Daily functional movement in elderly patients 'reduces risk of falls'
A programme that encourages older people to include functional movements into their everyday life reduces the incidence of falls by 30% compared with controls, say researchers.
An Australian study found movements that improved balance or strength reduced the risk of falls compared with a structured exercise programme.
The study looked at 317 men and women aged 70 years or older who had suffered two or more falls in the previous 12 months, and randomised each participant into one of three treatment groups – functional movements, a structured exercise or a control group that did gentle flexibility exercises.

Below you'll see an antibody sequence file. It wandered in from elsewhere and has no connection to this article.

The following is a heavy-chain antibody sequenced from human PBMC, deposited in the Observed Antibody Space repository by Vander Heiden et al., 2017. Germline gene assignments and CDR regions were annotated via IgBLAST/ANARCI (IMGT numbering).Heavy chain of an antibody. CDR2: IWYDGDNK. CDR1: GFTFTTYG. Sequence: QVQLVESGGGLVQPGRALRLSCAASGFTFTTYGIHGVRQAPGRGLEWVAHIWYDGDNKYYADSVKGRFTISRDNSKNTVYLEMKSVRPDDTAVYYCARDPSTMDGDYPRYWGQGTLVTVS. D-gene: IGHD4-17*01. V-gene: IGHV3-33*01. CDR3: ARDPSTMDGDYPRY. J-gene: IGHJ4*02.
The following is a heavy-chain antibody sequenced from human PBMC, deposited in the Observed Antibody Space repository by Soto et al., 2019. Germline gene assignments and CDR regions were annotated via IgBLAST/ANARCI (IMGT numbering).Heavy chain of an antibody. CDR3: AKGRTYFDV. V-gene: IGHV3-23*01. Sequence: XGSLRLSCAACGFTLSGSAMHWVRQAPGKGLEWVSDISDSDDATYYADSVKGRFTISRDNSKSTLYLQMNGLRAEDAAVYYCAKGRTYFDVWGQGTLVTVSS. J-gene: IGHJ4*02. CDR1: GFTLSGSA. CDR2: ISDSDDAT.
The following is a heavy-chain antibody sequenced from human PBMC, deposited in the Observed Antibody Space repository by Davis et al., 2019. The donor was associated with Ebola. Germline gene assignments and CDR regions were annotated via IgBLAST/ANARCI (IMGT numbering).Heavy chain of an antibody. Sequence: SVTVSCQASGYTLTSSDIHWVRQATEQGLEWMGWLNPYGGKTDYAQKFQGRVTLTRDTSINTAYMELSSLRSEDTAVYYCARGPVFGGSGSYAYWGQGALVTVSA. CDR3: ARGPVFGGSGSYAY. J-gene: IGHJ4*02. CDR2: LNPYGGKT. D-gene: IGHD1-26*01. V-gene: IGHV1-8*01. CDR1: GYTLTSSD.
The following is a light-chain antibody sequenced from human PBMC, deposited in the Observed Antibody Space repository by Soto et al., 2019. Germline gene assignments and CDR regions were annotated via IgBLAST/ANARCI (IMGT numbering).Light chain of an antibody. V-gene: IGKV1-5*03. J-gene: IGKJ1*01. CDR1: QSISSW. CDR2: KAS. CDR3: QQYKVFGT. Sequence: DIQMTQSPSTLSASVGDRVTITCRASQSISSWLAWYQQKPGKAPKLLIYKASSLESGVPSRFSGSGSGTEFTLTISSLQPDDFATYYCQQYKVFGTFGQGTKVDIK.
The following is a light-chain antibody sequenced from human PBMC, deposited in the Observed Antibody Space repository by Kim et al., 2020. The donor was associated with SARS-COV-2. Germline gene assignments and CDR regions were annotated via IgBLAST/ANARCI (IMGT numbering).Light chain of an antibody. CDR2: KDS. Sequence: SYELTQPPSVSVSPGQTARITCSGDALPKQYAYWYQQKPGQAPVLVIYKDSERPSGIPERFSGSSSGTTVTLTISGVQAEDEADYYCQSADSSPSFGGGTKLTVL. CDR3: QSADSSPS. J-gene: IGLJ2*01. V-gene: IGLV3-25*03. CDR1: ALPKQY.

Those in the functional movements group were encouraged to make regular movements, such as squatting to pick something from a low shelf as opposed to bending at the waist, or tandem walking while moving to the kitchen.
The functional movements group produced a clinically significant 31% reduction in the rate of falls compared with the control group. The overall incidence of falls with functional movements was 1.66 per person-years, compared with 1.90 in the exercise group and 2.28 in controls.
The researchers from the University of Sydney concluded: ‘Functional-based exercise should be a focus for protection from falling and for improving and maintaining functional capacity for older people at risk [of falls].'